Market volatility is like a zombie. You keep thinking its dead, but it keeps coming back to life and shambling onward. It’s been about 10 weeks since the February 5th selloff but high market volatility refuses to die.
As you can see from the chart below, the iPath S&P 500 VIX Short-Term Futures ETN (NYSE: VXX) has basically been unable to stay below $40 for more than a day or two. Keep in mind, prior to the February correction, VXX was mostly sitting well below $30.
VXX has become the go to method for trading short-term volatility. It was always popular, but with XIV gone (the inverse of VXX), it’s easily the most active ETP (exchange traded product) for volatility. VXX trades over 40 million shares a day on average, and has close to $900 million in assets.
So what is keeping volatility from returning to its normally low levels?
We actually have a confluence of events which are contributing to higher than usual volatility levels. These include political concerns (Mueller, tariffs), economic concerns (higher interest rates, tariffs), and financial worries (poor earnings).
On their own, none of these concerns would merit a major reaction from the investment crowd. However, all these event together are ramping up concern over the expansion of the current bull market.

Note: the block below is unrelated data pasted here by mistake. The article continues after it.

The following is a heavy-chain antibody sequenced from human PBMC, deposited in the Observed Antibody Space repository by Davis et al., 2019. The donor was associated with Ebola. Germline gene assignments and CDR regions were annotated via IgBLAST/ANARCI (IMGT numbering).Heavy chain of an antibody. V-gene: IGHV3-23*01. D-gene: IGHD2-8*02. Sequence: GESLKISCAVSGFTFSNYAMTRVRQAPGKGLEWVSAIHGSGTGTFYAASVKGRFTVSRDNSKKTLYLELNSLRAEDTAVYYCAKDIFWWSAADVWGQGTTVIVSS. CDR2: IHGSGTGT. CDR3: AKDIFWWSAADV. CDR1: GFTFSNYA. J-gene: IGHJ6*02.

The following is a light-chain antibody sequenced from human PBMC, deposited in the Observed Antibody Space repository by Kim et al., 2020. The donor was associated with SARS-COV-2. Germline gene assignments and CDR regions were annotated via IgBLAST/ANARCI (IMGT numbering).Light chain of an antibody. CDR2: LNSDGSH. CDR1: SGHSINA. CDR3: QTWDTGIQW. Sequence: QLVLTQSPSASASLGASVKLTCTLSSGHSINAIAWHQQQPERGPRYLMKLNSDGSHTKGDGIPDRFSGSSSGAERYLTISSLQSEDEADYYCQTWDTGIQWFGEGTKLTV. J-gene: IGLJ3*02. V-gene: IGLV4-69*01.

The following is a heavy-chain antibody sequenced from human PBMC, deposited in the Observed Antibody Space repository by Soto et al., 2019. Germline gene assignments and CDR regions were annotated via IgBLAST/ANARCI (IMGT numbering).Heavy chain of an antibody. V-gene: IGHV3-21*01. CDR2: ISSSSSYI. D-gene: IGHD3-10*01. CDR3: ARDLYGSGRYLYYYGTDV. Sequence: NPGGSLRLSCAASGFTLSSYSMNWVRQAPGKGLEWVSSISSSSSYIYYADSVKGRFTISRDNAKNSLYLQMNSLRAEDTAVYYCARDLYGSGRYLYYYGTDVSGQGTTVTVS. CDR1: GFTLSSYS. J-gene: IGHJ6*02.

Nevertheless, some options traders (with lots of capital) aren’t convinced volatility is going to remain elevated. In fact, there are sizeable options bets that VXX is going to be at around this level or lower both in the short-term and medium-term.
One trader elected to sell over 11,500 May 25th VXX 53 calls with the stock at $43. The trader collected $1.46 in premium per call, which amounted to over $1.7 million in premiums. Breakeven is about $54.50, but anything under $53 on May 25th will result in the full premiums being collected.
Another (or possibly the same trader) made a similar trade except for in June instead of May. This trader sold over 11,000 June 15th VXX 55 calls with the stock at $44.50. The premium collected in this case was $2.32 per contract or $2.6 million in premiums total. For this trade, breakeven occurs at around $57.50.
I feel both trades are likely to be successful. Even if VXX spikes above $50, it isn’t likely to stay there for long. Still, I would never recommend being short naked calls for any trader, as the risk is virtually unlimited.
Once again, I prefer to use put spreads when taking a short position on VXX. For example, the May 25th 36-40 put spread (buying the 40 put, selling the 36 put) costs about $1.25 with the stock at $44. For a month long trade, you’d only spend $125 per spread with the breakeven at $38.25 upon expiration.
Even better, your max gain potential is $2.75 or $275 per spread. Since max loss is only $1.25, that means you can earn a 220% return on this trade. That’s clearly a very juicy return possibility, and your downside is capped. It’s the best of both worlds if you believe VXX is going lower over the next month.
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— The Option Specialist
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